Here are a few nutrition tips for exam performance and brainpower:

  • Increase foods containing zinc: eggs, seeds, fish.

  • Eat a good breakfast on revision days and on the day of the exams.

  • Follow a low glycemic diet (particularly for 3 days before and during the exams). This means no refined sugar. Eat slow releasing carbohydrates (such as oats) and proteins such as meat, fish, diary, nuts, pulses, humus, seeds, eggs. Have a small amount of protein with each meal.

  • Drink plenty of filtered water. Have a glass first thing in the morning and take some in to the exams.

  • Take a good quality multivitamin/mineral (not the effervescent brands).

  • Avoid potatoes and tomatoes for at least 24 hours before exams, these nightshade vegetables contain natural chemicals that inhibit the neurotransmitter acetylcholine which is needed for memory recall and focus.

  • Take omega 3 fish oils - a quality brand is important as some fish oils supplements contain toxins.

  • Nuts and raisons are good snack to take into exams.

  • In addition, aerobic exercise starting a week before the exams. A little aerobic exercise on the day of the exam in the morning can help blood and oxygen circulate to the brain.

    A kinesiology/nutrition session is a great way to assess nutritional imbalances and dietary needs. If you want to enhance your learning capacity and brainpower please contact me for more details.

    This article is for information purposes only, please consult your doctor/ health practitioner if you are pregnant or have any health concerns, before making changes to your diet or taking health supplements.




  • Latest News. Strawberry

    How to resolve food sensitivities and allergies Part 1

    Spring is a great time to plan your health goals. Whether you want to lose weight, increase your energy levels, detox your body, balance your hormones, prevent seasonal hayfever, or reduce allergies and food sensitivities, this is the time to start.

    The body has an incredible capacity to heal itself, given the right conditions. Food sensitivities and allergies are no exception.

    Getting to the root causes

    If you are lacking vital nutrients, such as micro minerals, amino acids and omega fatty acids, this can dramatically reduce your ability to heal and improve your health. Imbalances such as chronic dehydration, low digestive enzymes, nutritional shortfalls in the diet, gut flora imbalances, leaky gut syndrome and adrenal stress are common factors underlying allergies and food sensitivities. True lasting health is achieved by treating these root causes and creating the inner environment for the body to heal. For many people the digestive system holds the key to resolving food sensitivities and allergies.

    Digestive health

    Food sensitivities and allergies can develop due a compromised digestive system. The digestive system contains more immune cells and produces more antibodies than any other area in the body. 'Leaky gut' is one imbalance that can play a part in the development of food sensitivities and allergies.

    Leaky gut

    The gut lining is a highly selective barrier that allows essential nutrients and digested foods into the bloodstream while protecting us from harmful toxins, bacteria and incompletely digested foods. The term 'leaky gut' is used by nutritional therapists to explain what happens when the gut lining starts to lose its integrity and become more permeable thus allowing more undigested foods and toxins to pass through. The passage of larger food particles through the gut barrier into the bloodstream can trigger multiple complex immune responses, inflammation and food sensitivity symptoms. 'Leaky gut' can come about as a result of infections, long term antibiotics, low quality diet, excessive sugar intake, stress, anxiety. The good news is that leaky gut can be healed using a therapeutic diet and natural remedies.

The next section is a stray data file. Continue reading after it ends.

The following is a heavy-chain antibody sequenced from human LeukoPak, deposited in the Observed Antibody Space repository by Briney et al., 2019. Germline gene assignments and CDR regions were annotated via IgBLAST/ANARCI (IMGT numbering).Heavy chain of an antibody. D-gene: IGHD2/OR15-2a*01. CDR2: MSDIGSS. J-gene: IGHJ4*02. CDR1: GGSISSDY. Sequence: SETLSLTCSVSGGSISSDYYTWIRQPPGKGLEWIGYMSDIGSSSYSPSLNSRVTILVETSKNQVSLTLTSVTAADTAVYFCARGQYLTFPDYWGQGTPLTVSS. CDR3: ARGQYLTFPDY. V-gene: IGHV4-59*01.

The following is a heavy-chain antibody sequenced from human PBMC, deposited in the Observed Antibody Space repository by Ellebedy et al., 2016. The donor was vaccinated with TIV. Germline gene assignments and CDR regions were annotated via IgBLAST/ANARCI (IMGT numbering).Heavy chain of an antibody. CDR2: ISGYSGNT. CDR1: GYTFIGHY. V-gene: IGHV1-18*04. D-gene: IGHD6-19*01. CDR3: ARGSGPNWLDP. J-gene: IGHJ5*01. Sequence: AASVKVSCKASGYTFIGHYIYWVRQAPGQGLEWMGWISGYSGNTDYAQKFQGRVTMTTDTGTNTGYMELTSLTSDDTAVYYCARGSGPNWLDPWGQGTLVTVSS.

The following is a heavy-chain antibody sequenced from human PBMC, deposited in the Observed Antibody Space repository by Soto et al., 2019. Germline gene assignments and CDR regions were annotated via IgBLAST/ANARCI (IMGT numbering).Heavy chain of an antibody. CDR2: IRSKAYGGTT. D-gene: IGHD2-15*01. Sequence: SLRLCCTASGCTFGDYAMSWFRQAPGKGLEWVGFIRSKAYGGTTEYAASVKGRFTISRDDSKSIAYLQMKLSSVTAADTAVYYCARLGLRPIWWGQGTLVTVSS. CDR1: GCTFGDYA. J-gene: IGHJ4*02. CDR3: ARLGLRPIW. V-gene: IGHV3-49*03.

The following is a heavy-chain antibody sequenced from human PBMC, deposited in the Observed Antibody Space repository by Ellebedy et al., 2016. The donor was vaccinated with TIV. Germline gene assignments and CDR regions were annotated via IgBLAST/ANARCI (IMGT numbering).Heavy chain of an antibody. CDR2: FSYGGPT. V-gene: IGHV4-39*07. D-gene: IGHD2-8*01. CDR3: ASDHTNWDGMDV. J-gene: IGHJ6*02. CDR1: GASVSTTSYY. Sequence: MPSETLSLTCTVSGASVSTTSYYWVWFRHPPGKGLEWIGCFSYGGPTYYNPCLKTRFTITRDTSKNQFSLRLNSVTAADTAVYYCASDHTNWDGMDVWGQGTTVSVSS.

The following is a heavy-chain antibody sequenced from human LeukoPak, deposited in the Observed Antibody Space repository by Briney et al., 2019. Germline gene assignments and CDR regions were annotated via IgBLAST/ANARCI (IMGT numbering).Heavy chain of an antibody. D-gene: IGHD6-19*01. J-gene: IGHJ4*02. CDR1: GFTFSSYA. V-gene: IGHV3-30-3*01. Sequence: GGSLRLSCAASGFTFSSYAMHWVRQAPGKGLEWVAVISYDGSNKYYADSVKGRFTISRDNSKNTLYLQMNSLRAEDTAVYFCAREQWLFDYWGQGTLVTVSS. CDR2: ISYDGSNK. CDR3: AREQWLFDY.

Bio-chemical individuality

    A health and nutrition plan which works well for one individual will not necessarily work for another with the same health complaint. This is because we are all bio-chemically different and have different lifestyles and needs. Whether your food sensitivities or allergies are as a result of digestive issues, leaky gut, adrenal stress, nutritional deficiencies or other causes, kinesiology muscle testing and nutritional therapy can help to highlight 'hidden' imbalances and find natural approaches to help your body to heal.

    For further information please contact me on
    info@ellaowen.co.uk

    This article is for information purposes only, please consult your doctor/ health practitioner if you are pregnant or have any health concerns, before making changes to your diet or taking health supplements.




    Latest News. Pumpkin2

    How to boost your immune system this Autumn

    Autumn is a time to nourish and strengthen your body in preparation for the Winter months ahead. When we live in harmony with the seasons we feel more balanced and well. In traditional Chinese medicine the Autumn season corresponds to the Metal Element, which governs the lungs, large intestine, mind and skin.

    Low immune system symptoms include:

    Frequent or chronic infections, such as colds, sore throats, viruses and yeast/fungal infections, frequent upset stomach, constant fatigue, lethargy, dark circles under the eyes, lack of concentration and motivation, a feeling of vulnerability and low mood.

    Stress, poor dietary habits and inadequate nutritional intake can have a impact on the immune system.